The Internet of Things is poised to change democracy itself

The basis of a democracy is voluntary civic engagement: A person’s participation in setting government policy is intentional and a matter of choice. In democracies, citizens express their preference through activism and voting.  Historically, governments and politicians eager to do a good job interpreting citizen intent also relied on opinion polls, conversations with civic groups, social science research, and huge record-keeping projects like the census. Politicians have long tried to interpret citizen intent and manipulate it through rhetoric and campaign tricks.

But pervasive device networks will change the rules, making voluntary conversations among elected officials, political parties, lobbyists and civic groups less important than the plethora of near-perfect data generated by the objects around us. Occasional activism and petition-signing will be overshadowed by volumes of behavioral information cleverly extracted from the Internet of Things.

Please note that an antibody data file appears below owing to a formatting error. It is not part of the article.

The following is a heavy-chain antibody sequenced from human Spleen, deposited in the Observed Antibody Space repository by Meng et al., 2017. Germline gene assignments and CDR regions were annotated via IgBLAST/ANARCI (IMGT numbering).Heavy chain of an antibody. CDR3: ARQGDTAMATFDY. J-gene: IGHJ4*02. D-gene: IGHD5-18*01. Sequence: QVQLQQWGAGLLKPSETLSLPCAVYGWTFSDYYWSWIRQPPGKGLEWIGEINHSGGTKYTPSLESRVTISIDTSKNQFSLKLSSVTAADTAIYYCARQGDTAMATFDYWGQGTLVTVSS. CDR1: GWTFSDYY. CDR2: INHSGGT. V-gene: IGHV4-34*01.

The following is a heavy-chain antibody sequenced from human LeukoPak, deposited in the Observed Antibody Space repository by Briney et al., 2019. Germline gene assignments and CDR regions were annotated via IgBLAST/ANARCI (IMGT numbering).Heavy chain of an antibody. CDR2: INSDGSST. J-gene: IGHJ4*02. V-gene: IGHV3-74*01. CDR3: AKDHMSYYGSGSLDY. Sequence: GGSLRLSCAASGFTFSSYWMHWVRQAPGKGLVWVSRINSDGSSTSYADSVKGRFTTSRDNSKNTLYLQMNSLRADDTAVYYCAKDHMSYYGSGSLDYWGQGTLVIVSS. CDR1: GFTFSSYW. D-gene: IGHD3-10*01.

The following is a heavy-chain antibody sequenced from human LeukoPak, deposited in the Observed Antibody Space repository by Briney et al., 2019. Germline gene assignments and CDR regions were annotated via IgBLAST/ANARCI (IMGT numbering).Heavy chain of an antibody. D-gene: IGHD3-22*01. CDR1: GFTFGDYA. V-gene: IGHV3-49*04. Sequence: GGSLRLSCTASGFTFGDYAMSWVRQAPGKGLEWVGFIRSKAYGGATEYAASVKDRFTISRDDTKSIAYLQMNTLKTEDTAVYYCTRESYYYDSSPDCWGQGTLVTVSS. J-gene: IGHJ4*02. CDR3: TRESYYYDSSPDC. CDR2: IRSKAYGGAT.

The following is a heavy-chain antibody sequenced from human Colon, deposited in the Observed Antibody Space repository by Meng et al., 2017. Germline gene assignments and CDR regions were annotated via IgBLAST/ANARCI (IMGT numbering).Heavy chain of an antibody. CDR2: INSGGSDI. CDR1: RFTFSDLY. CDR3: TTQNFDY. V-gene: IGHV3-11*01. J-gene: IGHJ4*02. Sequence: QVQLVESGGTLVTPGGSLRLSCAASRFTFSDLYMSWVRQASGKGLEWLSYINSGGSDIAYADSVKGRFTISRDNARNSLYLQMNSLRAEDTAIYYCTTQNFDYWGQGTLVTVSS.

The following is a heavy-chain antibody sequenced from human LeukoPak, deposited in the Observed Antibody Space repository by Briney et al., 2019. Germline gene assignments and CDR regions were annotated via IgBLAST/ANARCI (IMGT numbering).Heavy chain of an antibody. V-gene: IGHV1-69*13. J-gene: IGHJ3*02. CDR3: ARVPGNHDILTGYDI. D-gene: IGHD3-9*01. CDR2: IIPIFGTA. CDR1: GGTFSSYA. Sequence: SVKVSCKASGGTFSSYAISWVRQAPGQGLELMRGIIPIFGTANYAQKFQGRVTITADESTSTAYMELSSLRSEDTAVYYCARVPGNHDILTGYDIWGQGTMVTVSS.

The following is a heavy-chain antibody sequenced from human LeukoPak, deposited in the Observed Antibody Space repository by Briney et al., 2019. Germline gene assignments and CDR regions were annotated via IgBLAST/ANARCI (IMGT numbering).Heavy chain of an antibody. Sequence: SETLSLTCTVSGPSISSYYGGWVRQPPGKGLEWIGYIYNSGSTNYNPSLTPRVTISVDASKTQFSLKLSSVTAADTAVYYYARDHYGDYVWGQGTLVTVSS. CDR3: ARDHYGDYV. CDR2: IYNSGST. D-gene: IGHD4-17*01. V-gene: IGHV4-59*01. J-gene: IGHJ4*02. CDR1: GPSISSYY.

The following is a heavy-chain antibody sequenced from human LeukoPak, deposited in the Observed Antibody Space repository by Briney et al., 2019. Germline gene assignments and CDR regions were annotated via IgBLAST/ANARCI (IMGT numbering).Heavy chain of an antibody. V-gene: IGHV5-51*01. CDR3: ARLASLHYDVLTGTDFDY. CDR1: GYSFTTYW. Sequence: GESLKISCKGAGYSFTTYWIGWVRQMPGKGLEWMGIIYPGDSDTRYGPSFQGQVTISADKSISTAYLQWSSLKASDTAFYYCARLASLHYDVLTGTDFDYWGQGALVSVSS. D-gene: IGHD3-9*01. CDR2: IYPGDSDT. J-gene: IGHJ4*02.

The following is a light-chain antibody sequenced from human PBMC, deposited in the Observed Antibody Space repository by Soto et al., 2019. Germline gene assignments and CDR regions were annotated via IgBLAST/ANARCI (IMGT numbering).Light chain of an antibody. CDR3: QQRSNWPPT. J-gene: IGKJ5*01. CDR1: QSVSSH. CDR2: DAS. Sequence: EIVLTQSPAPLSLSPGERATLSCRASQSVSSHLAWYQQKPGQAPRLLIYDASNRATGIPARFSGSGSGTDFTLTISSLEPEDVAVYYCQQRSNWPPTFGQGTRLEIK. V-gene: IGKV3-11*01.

Firms want to know consumer habits, governments want to anticipate the needs of citizens, and politicians will pay handily to understand the whims of voters.  Political lobbying isn’t a new sport, but the Internet of Things is going to be a particularly powerful resource for lobbyists.  The more a lobbyist knows about the behavior of voters and donors, the easier it is to activate those people and organize them into AstroTurf movements on clients’ behalf. Considering that smart data mining costs good money, it’s worth considering whether civic groups, scientists and journalists will have anywhere near enough resources to be effective checks on what the big political players are doing with the Internet of Things.